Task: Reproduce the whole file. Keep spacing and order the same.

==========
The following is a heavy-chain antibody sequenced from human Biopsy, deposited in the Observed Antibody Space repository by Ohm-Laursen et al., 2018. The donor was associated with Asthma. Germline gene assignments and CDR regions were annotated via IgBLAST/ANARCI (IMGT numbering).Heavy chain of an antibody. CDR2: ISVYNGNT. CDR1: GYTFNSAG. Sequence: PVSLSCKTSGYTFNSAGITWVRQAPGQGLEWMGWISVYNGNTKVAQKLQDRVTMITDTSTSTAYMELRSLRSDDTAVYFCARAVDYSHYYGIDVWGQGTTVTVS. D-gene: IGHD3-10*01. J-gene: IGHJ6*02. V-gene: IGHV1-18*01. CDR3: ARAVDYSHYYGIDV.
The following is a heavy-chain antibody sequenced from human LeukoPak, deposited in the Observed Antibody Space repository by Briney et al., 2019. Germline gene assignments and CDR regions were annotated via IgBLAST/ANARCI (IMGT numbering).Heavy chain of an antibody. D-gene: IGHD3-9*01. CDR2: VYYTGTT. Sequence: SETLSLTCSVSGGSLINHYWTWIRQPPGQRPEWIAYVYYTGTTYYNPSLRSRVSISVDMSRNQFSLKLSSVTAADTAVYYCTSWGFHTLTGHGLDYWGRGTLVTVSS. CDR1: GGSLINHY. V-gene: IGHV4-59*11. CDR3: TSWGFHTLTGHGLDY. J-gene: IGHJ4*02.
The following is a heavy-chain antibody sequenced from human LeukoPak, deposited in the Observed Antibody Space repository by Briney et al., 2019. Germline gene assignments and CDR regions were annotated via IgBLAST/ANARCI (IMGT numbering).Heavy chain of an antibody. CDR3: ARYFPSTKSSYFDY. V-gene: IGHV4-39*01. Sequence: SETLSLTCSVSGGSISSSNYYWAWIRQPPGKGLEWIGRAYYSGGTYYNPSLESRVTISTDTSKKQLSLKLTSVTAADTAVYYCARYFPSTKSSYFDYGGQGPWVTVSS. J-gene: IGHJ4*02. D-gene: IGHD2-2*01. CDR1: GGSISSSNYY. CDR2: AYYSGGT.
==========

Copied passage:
The following is a heavy-chain antibody sequenced from human Biopsy, deposited in the Observed Antibody Space repository by Ohm-Laursen et al., 2018. The donor was associated with Asthma. Germline gene assignments and CDR regions were annotated via IgBLAST/ANARCI (IMGT numbering).Heavy chain of an antibody. CDR2: ISVYNGNT. CDR1: GYTFNSAG. Sequence: PVSLSCKTSGYTFNSAGITWVRQAPGQGLEWMGWISVYNGNTKVAQKLQDRVTMITDTSTSTAYMELRSLRSDDTAVYFCARAVDYSHYYGIDVWGQGTTVTVS. D-gene: IGHD3-10*01. J-gene: IGHJ6*02. V-gene: IGHV1-18*01. CDR3: ARAVDYSHYYGIDV.
The following is a heavy-chain antibody sequenced from human LeukoPak, deposited in the Observed Antibody Space repository by Briney et al., 2019. Germline gene assignments and CDR regions were annotated via IgBLAST/ANARCI (IMGT numbering).Heavy chain of an antibody. D-gene: IGHD3-9*01. CDR2: VYYTGTT. Sequence: SETLSLTCSVSGGSLINHYWTWIRQPPGQRPEWIAYVYYTGTTYYNPSLRSRVSISVDMSRNQFSLKLSSVTAADTAVYYCTSWGFHTLTGHGLDYWGRGTLVTVSS. CDR1: GGSLINHY. V-gene: IGHV4-59*11. CDR3: TSWGFHTLTGHGLDY. J-gene: IGHJ4*02.
The following is a heavy-chain antibody sequenced from human LeukoPak, deposited in the Observed Antibody Space repository by Briney et al., 2019. Germline gene assignments and CDR regions were annotated via IgBLAST/ANARCI (IMGT numbering).Heavy chain of an antibody. CDR3: ARYFPSTKSSYFDY. V-gene: IGHV4-39*01. Sequence: SETLSLTCSVSGGSISSSNYYWAWIRQPPGKGLEWIGRAYYSGGTYYNPSLESRVTISTDTSKKQLSLKLTSVTAADTAVYYCARYFPSTKSSYFDYGGQGPWVTVSS. J-gene: IGHJ4*02. D-gene: IGHD2-2*01. CDR1: GGSISSSNYY. CDR2: AYYSGGT.